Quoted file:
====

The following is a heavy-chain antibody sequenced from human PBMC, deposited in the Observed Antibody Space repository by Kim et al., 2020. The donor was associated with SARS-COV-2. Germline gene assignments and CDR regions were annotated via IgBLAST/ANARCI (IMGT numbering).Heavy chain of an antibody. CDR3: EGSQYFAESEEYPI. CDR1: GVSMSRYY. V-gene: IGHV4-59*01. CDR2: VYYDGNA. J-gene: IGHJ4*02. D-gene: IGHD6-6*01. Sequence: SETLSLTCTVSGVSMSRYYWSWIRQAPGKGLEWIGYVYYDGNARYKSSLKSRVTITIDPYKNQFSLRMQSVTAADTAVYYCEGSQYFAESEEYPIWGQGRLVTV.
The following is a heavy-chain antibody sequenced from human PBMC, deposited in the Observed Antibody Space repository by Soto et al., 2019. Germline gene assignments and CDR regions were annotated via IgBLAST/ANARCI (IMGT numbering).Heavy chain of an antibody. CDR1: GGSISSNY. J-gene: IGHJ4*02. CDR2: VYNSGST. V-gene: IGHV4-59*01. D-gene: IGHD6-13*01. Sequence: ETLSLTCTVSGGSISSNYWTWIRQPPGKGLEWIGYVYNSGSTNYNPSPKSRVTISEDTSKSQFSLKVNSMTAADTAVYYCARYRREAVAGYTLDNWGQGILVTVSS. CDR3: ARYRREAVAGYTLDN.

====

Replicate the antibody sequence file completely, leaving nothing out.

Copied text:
The following is a heavy-chain antibody sequenced from human PBMC, deposited in the Observed Antibody Space repository by Kim et al., 2020. The donor was associated with SARS-COV-2. Germline gene assignments and CDR regions were annotated via IgBLAST/ANARCI (IMGT numbering).Heavy chain of an antibody. CDR3: EGSQYFAESEEYPI. CDR1: GVSMSRYY. V-gene: IGHV4-59*01. CDR2: VYYDGNA. J-gene: IGHJ4*02. D-gene: IGHD6-6*01. Sequence: SETLSLTCTVSGVSMSRYYWSWIRQAPGKGLEWIGYVYYDGNARYKSSLKSRVTITIDPYKNQFSLRMQSVTAADTAVYYCEGSQYFAESEEYPIWGQGRLVTV.
The following is a heavy-chain antibody sequenced from human PBMC, deposited in the Observed Antibody Space repository by Soto et al., 2019. Germline gene assignments and CDR regions were annotated via IgBLAST/ANARCI (IMGT numbering).Heavy chain of an antibody. CDR1: GGSISSNY. J-gene: IGHJ4*02. CDR2: VYNSGST. V-gene: IGHV4-59*01. D-gene: IGHD6-13*01. Sequence: ETLSLTCTVSGGSISSNYWTWIRQPPGKGLEWIGYVYNSGSTNYNPSPKSRVTISEDTSKSQFSLKVNSMTAADTAVYYCARYRREAVAGYTLDNWGQGILVTVSS. CDR3: ARYRREAVAGYTLDN.